“The Lovely Bones” aims at heaven and misses.
It also aims at a more earthly target, the Oscars. It could get a nomination as Best Picture-this year for the first time there will be 10 nominations for Picture instead of the traditional five.
But its best possibility for an Oscar is Stanley Tucci, who will get a nomination for Best Supporting Actor.
Tucci makes one’s skin crawl as the neighbor who appears nondescript, but who is insidious and evil. It’s the role of a lifetime for the talented Tucci.
Also outstanding is Saoirse Ronan (“Atonement”), who brings credibility and sensitivity to the risky role of the smart and innocent young victim.
“The Lovely Bones,” based on the immensely popular novel by Alice Sebold, is brought to the screen under the direction of Peter Jackson (the “Lord of the Rings” trilogy).
“The Lovely Bones” is a powerful, harrowing tale of the murder of innocence, and its painful, turbulent reverberations through a family and beyond. (Novelist/poet Sebold was the victim of rape as a college student.)
Sebold’s book is a quirky, coy, uneven, provocative novel that demands you suspend your disbelief. But the movie has greater problems than the book.
The story is told by 14-year old Susie Salmon (Saoirse). This is where Sebold (with screenwriters Jackson, Fran Walsh and Philippa Boyens) provides director Jackson with his greatest obstacle.
The greatest obstacle is not that a dead girl is telling the story. The greatest obstacle is that she tells the story from the “inbetween” area (a child’s drawing in the book) between heaven and earth, and from heaven itself.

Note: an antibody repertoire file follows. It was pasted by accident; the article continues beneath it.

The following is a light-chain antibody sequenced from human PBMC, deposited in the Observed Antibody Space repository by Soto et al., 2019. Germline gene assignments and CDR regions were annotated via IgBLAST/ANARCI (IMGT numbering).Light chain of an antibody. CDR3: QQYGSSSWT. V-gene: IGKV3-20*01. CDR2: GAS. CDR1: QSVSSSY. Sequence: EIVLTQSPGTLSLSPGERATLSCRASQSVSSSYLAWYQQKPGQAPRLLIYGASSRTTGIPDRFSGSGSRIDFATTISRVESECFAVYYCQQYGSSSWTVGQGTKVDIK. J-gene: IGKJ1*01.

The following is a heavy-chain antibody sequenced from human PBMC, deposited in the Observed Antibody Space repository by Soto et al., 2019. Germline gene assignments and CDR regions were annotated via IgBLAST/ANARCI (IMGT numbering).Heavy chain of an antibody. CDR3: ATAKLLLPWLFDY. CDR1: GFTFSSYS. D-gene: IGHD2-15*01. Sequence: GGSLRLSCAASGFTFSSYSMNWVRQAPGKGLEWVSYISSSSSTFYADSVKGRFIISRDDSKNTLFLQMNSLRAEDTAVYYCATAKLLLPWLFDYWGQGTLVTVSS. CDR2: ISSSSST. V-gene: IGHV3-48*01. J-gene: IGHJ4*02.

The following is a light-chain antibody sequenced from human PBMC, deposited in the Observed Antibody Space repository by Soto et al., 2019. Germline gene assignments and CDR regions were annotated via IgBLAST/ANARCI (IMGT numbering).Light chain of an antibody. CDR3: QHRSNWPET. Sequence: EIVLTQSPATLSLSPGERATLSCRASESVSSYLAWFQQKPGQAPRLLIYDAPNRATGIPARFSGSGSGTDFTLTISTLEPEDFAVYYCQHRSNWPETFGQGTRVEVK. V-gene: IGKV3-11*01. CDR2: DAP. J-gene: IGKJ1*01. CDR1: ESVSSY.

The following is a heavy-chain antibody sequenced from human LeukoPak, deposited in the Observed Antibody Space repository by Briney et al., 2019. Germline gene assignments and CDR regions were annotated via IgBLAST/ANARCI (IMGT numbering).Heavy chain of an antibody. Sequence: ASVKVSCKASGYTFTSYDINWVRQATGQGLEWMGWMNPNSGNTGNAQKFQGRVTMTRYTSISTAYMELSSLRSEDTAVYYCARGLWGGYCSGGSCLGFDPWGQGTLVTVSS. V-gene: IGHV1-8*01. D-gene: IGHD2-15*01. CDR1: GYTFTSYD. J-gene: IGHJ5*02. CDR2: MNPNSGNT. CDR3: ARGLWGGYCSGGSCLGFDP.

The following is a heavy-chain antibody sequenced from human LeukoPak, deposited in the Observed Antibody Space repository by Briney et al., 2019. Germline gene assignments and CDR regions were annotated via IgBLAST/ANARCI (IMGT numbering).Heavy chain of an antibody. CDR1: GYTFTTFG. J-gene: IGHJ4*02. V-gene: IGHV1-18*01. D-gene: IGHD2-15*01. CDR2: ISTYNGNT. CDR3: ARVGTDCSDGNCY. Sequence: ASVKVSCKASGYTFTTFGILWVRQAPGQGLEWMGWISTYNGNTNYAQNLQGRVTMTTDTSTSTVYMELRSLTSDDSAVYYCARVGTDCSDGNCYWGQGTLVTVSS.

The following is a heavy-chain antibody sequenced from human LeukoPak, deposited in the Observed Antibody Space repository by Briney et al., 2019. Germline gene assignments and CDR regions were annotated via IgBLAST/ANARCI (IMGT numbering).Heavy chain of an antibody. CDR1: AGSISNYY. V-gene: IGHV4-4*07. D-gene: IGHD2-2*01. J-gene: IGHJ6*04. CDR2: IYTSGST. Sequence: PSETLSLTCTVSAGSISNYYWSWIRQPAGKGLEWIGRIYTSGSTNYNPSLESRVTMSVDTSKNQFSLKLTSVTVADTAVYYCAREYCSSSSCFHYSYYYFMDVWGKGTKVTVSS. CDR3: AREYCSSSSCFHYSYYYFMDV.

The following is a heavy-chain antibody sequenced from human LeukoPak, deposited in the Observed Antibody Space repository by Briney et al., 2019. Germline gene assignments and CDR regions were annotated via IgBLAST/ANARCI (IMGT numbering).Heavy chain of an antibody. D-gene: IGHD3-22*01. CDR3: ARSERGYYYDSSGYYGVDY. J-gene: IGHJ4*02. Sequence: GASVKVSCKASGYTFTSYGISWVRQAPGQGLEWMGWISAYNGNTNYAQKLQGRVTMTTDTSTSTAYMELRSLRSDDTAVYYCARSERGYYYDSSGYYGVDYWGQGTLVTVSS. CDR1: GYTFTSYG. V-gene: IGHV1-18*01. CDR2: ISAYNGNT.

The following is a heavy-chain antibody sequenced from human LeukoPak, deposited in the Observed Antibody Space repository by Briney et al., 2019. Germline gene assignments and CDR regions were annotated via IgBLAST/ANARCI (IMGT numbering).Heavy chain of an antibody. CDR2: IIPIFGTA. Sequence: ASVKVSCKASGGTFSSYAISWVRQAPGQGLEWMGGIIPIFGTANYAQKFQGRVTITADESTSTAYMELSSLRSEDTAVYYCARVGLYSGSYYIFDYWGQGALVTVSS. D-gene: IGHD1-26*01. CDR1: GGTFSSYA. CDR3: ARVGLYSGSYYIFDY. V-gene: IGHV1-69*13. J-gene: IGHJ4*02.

Jackson has to visualize these locales. In the book we could transcend Sebold’s descriptions of place with our imagination, but Jackson has to make them graphic.
Jackson wants to be Lord of the Wings. But his heaven is not engaging. His visualization looks like an outdoor romper room. I expected to see Teletubbies running around with Barney as Lord.
One can transcend Sebold’s often silly written descriptions, but it’s difficult, if not impossible, to get beyond Jackson’s artsy images.
When Billy Wilder made “Sunset Boulevard” (1950), he also had the narration told by a dead person, Joe Gillis (William Holden). Originally he shot footage in a morgue with the dead talking among themselves about their demises. But Wilder cut that because the location didn’t work.
Jackson doesn’t cut the location of his narration, but “The Lovely Bones” would be a better film if he had.
Jackson has much better fortune on earth. He gets several memorable performances. Tucci and Ronan are outstanding. Susan Sarandon is fine as the over-the-top, bibulous grandmother. Mark Wahlberg is solid as the grieving father. Surprisingly, Michael Imperioli underplays as a committed detective.
More surprising is that Rachel Weitz is unremarkable as the bereaved mother. Her role is trimmed from the novel — she doesn’t have the affair she had with the detective in the book.
Jackson’s direction is uneven; in some ways he seems stymied by the book.
Much of the movie is gripping, but Jackson drags out the anti-climactic conclusion, and it lacks punch. Part of this is due to Jackson’s fidelity to the novel, but some is due to his inability to sustain cinematic energy. Fate and celestial artiness intrude.
“The Lovely Bones” is a film in cinematic limbo, caught between “heaven” and earth. “The Lovely Bones” is another movie that makes me fear hell. But it doesn’t make me want to go to heaven.
Tony Macklin, a former college English and film professor, is still foraging for truth in literature and film, in Arkansas, Las Vegas and beyond.